Trichotillomania Research Update
Good old-fashioned psychotherapy remains the most effective treatment for trichotillomania. A recently published evaluation of the research suggests that pharmacological treatments lag behind behavioral and cognitive-behavioral therapies.
The Research Says
A meta-analysis looks at all the available research conducted within a subject area to determine if broader conclusions can be made. In the case of this meta-analysis, the researchers looked for psychological and pharmacological interventions for trichotillomania used with children under age 18. Although they found 129 studies conducted, only 6 met the criteria of being a well-designed study.
Since only 6 studies were included, there was not much diversity in the interventions studied. Two evaluated the effectiveness of N-acetyl-cysteine (NAC), one measured the effectiveness of methylphenidate (Ritalin), one looked at habit reversal therapy, and two evaluated behavioral therapy. The authors concluded that the habit reversal training and behavioral therapies resulted in significant changes whereas the pharmacological interventions did not.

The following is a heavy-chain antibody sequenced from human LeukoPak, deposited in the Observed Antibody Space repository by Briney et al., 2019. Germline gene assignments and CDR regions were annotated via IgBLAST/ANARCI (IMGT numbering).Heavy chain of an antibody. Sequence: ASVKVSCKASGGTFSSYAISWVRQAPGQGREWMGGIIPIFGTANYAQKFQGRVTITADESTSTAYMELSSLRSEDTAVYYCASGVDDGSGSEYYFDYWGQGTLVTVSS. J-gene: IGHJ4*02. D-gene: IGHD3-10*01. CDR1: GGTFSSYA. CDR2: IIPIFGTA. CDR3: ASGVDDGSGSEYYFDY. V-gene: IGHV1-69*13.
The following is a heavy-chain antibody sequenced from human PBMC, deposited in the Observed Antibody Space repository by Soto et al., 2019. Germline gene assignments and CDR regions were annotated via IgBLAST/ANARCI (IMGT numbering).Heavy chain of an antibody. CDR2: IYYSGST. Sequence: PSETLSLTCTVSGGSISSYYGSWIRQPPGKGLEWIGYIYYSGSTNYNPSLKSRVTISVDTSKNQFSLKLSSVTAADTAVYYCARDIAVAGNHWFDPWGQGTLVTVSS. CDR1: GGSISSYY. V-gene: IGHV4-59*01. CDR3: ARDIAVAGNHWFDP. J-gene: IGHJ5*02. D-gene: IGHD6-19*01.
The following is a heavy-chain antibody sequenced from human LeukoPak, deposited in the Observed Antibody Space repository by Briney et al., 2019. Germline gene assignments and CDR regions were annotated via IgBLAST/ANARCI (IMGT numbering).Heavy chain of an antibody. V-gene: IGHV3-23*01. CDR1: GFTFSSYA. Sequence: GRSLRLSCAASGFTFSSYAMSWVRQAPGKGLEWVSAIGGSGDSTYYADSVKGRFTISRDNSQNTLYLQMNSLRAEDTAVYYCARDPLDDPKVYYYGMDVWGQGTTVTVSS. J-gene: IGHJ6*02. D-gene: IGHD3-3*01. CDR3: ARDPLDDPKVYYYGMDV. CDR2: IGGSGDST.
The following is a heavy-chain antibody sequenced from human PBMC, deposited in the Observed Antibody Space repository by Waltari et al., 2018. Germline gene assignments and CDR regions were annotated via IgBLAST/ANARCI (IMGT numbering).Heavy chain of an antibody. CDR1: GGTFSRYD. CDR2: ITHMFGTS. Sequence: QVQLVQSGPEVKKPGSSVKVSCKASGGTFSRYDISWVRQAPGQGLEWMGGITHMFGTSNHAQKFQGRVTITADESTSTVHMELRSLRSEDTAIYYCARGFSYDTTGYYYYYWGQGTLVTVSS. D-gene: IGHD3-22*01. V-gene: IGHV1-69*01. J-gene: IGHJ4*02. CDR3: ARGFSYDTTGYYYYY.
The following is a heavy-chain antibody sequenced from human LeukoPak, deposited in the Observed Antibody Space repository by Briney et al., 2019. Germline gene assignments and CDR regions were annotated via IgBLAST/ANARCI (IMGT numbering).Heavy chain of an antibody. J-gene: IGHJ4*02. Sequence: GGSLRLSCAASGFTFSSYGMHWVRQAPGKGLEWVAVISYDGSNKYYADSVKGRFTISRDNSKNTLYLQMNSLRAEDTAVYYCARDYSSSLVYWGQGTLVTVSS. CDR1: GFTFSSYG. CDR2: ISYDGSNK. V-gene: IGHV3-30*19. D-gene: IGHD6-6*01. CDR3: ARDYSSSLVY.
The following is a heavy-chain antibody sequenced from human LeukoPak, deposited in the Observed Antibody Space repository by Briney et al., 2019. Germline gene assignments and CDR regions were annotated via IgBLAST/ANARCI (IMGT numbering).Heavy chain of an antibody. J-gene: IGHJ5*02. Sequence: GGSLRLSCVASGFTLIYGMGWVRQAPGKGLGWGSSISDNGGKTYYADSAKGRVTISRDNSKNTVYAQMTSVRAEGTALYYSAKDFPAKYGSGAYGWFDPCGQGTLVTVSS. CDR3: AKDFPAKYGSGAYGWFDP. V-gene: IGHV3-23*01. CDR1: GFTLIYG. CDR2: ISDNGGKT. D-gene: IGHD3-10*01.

While this is good information, there are hardly enough studies here to make a broad generalization. Furthermore, these studies apply to children and adolescents rather than adults.
However, this analysis supports other research that supports behavioral therapy above medications. There are no medications to fix trich. There are some medications that can help relieve anxiety or depression that contributes to it, but nothing directly related to trich. Therefore, when seeking help for yourself, your child, or teenager, commit to behavioral therapies early on. Whether it is habit reversal training, cognitive-behavioral therapy, acceptance and commitment therapy or any others, it is reasonable to assume, based on the research, that these therapies will provide the most effective results.